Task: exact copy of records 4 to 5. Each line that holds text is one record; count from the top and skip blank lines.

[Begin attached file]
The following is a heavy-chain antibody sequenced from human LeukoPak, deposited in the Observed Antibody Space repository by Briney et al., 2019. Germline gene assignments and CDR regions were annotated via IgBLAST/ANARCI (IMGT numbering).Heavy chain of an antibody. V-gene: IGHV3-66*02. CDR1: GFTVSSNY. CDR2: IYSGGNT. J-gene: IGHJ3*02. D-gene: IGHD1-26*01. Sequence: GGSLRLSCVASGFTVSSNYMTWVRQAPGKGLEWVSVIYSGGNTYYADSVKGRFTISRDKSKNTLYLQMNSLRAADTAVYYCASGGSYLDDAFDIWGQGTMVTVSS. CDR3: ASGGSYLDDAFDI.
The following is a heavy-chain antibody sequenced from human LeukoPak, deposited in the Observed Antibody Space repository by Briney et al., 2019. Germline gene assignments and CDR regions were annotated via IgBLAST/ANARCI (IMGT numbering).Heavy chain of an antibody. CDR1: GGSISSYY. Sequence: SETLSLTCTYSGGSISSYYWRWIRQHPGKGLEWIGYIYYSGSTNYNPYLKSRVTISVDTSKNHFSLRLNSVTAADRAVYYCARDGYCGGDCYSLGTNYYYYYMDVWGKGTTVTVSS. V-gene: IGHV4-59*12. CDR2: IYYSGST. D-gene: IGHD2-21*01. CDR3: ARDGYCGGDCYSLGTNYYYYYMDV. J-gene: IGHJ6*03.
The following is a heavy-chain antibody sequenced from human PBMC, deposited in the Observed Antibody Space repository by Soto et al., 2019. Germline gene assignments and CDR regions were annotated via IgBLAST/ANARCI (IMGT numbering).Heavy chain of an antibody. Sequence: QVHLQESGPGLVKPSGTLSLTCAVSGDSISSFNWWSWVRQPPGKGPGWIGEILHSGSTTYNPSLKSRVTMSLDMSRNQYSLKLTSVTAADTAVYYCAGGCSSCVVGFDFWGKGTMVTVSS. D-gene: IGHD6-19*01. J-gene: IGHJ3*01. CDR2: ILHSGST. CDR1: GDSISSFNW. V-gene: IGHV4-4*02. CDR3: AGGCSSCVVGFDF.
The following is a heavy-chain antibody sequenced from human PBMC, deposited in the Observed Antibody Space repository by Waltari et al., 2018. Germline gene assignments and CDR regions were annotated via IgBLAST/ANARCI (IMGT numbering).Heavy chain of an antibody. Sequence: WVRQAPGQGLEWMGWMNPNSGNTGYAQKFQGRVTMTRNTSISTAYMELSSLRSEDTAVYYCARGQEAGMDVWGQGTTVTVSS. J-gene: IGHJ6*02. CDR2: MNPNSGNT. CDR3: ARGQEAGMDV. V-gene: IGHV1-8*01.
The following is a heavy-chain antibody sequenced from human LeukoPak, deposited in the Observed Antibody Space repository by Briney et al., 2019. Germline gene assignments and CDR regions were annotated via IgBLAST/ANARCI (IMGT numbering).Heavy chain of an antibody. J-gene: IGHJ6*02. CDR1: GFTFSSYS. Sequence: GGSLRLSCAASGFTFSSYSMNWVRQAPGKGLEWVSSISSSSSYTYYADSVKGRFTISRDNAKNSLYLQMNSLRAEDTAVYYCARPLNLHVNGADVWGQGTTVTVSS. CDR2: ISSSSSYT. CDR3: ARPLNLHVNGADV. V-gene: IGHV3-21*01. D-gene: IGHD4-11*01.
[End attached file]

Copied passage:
The following is a heavy-chain antibody sequenced from human PBMC, deposited in the Observed Antibody Space repository by Waltari et al., 2018. Germline gene assignments and CDR regions were annotated via IgBLAST/ANARCI (IMGT numbering).Heavy chain of an antibody. Sequence: WVRQAPGQGLEWMGWMNPNSGNTGYAQKFQGRVTMTRNTSISTAYMELSSLRSEDTAVYYCARGQEAGMDVWGQGTTVTVSS. J-gene: IGHJ6*02. CDR2: MNPNSGNT. CDR3: ARGQEAGMDV. V-gene: IGHV1-8*01.
The following is a heavy-chain antibody sequenced from human LeukoPak, deposited in the Observed Antibody Space repository by Briney et al., 2019. Germline gene assignments and CDR regions were annotated via IgBLAST/ANARCI (IMGT numbering).Heavy chain of an antibody. J-gene: IGHJ6*02. CDR1: GFTFSSYS. Sequence: GGSLRLSCAASGFTFSSYSMNWVRQAPGKGLEWVSSISSSSSYTYYADSVKGRFTISRDNAKNSLYLQMNSLRAEDTAVYYCARPLNLHVNGADVWGQGTTVTVSS. CDR2: ISSSSSYT. CDR3: ARPLNLHVNGADV. V-gene: IGHV3-21*01. D-gene: IGHD4-11*01.